Gutbucket – Flock (2011)

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photo: Natascha Rockwin

by S. Victor Aaron

According to Wikipedia, a gutbucket is “a stringed instrument used in American folk music that uses a metal washtub as a resonator.” There is even a “gutbucket blues” style of music that was played by those jug bands of long ago. And so since we’re here to talk about a band called “Gutbucket,” this is a band of hillbillies in overalls sporting a washtub bass, banjo and mouth harp playing mid-20th century Appalachian music, right?

Couldn’t be further from the truth.

Gutbucket, around since 1999, plays what I call whack jazz. The punk-art-jazz-rock kind of whack jazz. The name has more to do with their buckets of moxie and the was the music hits you in the gut. Formed at the end of the last millennium, Ty Citerman (guitar), Eric Rockwin (bass), Ken Thomson (woodwinds) and Adam D. Gold (drums), challenge listeners with a fierce abandon but unlike most bands like that, they’ve got massive chops. This Tuesday comes their second Cuneiform Recordds release and fifth overall, Flock.

Coming just a few months after the release of an album by Thomson’s own Slow/Fast band (It Would Be Easier If), it’s tempting to draw parallels between the two. Though Slow/Fast adds only a trumpet to Gutbucket’s configuration, that extra horn and Thomson’s slightly softer approach distinguishes itself from Gutbucket. Not to mention that half the time they player slower numbers. Gutbucket, on the other hand, stands on the gas at some point in every song.

If there’s anything light about this band, it’s their wit that helps make what is some fairly knotted compositions easier to absorb. Some of the song titles announce their intentions to keep grinning through impossible chord changes: “F*ck You And Your Hipster Tie” sports start-stop whiplash motion, heavy rock riffs and even Rockwin’s cello vying for attention. “Zero Is Short For Idiot,” begins in a contemplative mood, but builds into a frenzy punctuated by Godwin’s rubbery, filthy electric bass getting a good measure of abuse on his solo. “4 9 8” features Thomson and Citerman combining for a serpentine melodic line where Thomson follows Citerman by a half measure, then harmonizes with him, then unites with him. That’s the kind of rock that pretty much only jazz guys can play, much less conceive. The interaction is even more maddeningly on “dOg Help Us,” as all four are participating on the rhythmically tricky succession of notes. It’s math rock amped up a couple of notches.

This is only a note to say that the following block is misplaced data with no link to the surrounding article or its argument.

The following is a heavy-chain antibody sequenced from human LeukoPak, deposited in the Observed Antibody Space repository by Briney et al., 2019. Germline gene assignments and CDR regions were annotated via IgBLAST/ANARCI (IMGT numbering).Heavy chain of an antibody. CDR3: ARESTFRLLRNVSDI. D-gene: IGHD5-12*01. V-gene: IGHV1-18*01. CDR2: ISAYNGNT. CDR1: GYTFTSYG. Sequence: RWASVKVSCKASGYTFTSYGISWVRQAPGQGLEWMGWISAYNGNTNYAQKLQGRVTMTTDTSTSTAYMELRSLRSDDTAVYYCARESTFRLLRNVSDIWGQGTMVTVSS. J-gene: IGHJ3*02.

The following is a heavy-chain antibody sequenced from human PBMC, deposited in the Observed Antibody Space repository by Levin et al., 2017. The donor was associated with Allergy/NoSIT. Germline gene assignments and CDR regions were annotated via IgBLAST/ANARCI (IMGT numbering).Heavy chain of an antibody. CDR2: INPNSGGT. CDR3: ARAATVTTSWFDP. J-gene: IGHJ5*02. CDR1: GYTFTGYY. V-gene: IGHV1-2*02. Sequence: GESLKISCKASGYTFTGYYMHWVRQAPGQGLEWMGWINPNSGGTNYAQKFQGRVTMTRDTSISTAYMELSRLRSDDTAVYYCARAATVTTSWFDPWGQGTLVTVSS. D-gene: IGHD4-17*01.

“Tryst ‘n Shout,” leans more on the prog rock side, settling into a King Crimson-styled groove where Citerman’s acidic rock guitar is balanced out by Thomson’s clarinet. “Said The Trapeze To Gravity (Why Are You So Old?)” is some, good baritone sax led hard rockin’ fun for the first three and a half minutes. Gold dubbed in a demonic drum solo that along with Citerman’s skronking guitar, creates a huge din if just for a few moments. Other songs, like “Sacrificial Vegan” also have quieter moments juxtaposed against crunchier ones; these songs are hardly riff-based, they are as highly composed as some classical pieces but everyone still gets to create in the moment, too.

It’s that right balance of composition and improvisation on music that packs a wallop which makes Gutbucket the thinking man’s punk rock band of choice. For those looking to wade in a jazz-inclined mosh pit, Flock is a fine place to start.

Visit Gutbucket’s website here.

Gutbucket performs “C’mon It’s Just a Dollar” (not on this album):


S. Victor Aaron

S. Victor Aaron

S. Victor Aaron is an SQL demon for a Fortune 100 company by day, music opinion-maker at night. His musings are strewn out across the interwebs on jazz.com, AllAboutJazz.com, a football discussion board and some inchoate customer reviews of records from the late 1990s on Amazon under a pseudonym that will never be revealed. E-mail him at [email protected] .com or follow him on Twitter at https://twitter.com/SVictorAaron
S. Victor Aaron
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